The Presbyterian Church of Australia has declared heretical six principal teachings of a cult inside a Melbourne Presbyterian church, and ordered that the church's findings against the cult be read at every Presbyterian congregation in Australia.
The declaration, to be released today, vindicates the church in its decade-long battle to expel the cult, headed by stockbroker Bruce Teele, that dominates Trinity Presbyterian Church, Camberwell.
In 2006, the Victorian assembly excommunicated all the elders, but last year a special commission of the Australian Assembly Commission reinstated them on appeal and set up its own investigation.
Yesterday's ruling says the six teachings are contrary to the Bible, the Westminster Confession (the Presbyterian statement of faith) and the belief of the Presbyterian Church of Australia.
The six teachings the commission rejected are accepting "feelings" as revelation from God equal to the Bible, that contact with non-Fellowship members leads to defilement, that the Fellowship claims higher loyalty than members' families, that Christians can be controlled by "generational curses" or evil spirits, and that God's forgiveness depends on confessing to other people or on personal holiness.
The commission instructs that these beliefs must not be taught in any congregation or by any Presbyterian office bearer, and its declaration must be read in every Presbyterian Church of Australia congregation by October 31.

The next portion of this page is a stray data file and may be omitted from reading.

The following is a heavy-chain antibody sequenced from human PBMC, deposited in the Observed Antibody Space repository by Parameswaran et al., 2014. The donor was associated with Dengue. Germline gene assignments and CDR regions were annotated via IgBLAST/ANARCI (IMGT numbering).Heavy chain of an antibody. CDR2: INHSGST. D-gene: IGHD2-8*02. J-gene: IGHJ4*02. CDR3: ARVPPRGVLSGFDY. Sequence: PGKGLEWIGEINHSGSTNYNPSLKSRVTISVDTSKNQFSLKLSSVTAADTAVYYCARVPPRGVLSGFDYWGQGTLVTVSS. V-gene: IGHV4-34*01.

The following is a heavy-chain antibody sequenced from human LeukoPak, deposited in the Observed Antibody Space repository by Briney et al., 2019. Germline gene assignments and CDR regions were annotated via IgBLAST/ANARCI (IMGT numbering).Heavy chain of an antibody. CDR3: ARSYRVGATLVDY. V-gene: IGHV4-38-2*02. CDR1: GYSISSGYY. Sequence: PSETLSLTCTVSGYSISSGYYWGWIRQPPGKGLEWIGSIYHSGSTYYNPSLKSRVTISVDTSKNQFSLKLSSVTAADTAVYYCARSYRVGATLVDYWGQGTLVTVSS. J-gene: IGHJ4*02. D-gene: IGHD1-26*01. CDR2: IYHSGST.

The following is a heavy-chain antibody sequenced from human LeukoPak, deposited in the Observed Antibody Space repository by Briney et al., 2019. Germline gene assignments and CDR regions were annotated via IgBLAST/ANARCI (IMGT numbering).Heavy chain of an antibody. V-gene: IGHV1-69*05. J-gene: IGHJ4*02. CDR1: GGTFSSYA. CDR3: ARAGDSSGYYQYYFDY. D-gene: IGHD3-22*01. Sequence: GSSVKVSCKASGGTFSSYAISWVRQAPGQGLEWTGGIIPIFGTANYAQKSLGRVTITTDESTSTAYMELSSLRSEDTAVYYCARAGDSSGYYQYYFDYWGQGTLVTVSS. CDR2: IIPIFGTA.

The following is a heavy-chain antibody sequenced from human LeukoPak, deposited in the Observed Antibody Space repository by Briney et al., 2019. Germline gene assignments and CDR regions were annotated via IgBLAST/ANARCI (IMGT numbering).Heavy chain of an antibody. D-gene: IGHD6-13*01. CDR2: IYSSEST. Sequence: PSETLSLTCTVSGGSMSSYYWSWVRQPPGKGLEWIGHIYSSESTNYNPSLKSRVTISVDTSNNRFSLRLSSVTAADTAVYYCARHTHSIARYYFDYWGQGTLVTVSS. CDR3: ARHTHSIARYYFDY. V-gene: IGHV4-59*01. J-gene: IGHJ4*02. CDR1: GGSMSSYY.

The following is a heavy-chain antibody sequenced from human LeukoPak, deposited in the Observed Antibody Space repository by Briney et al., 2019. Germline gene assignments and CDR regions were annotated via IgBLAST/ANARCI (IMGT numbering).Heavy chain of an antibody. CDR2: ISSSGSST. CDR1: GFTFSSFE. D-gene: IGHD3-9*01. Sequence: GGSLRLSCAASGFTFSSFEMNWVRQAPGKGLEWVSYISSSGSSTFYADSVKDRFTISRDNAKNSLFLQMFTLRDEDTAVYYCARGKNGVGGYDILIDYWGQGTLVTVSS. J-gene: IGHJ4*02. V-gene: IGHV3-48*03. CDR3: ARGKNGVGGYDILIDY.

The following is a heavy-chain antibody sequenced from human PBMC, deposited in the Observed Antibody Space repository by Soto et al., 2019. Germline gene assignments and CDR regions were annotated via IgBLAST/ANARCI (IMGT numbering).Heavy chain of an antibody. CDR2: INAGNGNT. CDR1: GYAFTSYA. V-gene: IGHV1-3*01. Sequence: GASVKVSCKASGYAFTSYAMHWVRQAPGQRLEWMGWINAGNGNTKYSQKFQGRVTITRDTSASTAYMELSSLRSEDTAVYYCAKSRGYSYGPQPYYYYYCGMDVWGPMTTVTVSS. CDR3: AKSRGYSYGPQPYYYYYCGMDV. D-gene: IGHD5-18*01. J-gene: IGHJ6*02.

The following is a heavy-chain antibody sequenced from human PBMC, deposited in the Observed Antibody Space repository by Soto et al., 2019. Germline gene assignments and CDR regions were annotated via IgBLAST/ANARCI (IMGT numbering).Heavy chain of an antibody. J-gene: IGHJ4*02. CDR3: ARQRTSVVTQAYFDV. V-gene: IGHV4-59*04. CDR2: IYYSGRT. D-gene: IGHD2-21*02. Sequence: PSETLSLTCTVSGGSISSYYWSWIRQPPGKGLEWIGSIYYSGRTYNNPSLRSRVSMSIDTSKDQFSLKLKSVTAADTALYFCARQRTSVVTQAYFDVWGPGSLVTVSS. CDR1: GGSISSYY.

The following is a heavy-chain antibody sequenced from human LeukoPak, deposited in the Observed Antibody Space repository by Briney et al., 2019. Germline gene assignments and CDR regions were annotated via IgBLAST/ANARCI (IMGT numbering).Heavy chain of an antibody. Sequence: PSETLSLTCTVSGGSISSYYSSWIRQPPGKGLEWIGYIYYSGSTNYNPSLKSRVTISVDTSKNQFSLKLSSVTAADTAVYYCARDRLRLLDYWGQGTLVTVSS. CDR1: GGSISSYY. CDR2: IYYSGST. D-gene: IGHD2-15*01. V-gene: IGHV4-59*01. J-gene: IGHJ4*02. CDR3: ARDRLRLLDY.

The clerk of the General Assembly of Australia, Dr Paul Logan, said: "If those heretical beliefs continue to be taught, then people can take disciplinary action through the courts of the church."
Victorian moderator Douglas Robertson said the findings vindicated the Fellowship's victims and the Victorian church, but did not provide closure. "It gives us a clarified benchmark against which to hold the elders at Trinity accountable, but it doesn't say the Trinity session is culpable. There's still the suspicion that these people are continuing this teaching secretly, but there is no church procedure for taking action against the elders of Trinity as a group, only individuals," he said.
The Fellowship has a reputation for instructing members to shun family who do not belong - a practice that the Fellowship has said no longer occurs. Its leaders have "suggested" whom members should marry, where they should work, how they should raise their children and whom they should avoid.
The national commission infuriated much of the Victorian church in May with a report suggesting the Presbytery of Melbourne East was also guilty of shunning and saying the Victorian church should move the Fellowship to the jurisdiction of a different presbytery and remove its critical booklet about the Fellowship.
The Victorian assembly rejected most recommendations, and will present its own inquiry next week.
The Reverend Philip Mercer, the minister of Trinity, said he had not seen the findings and would not comment.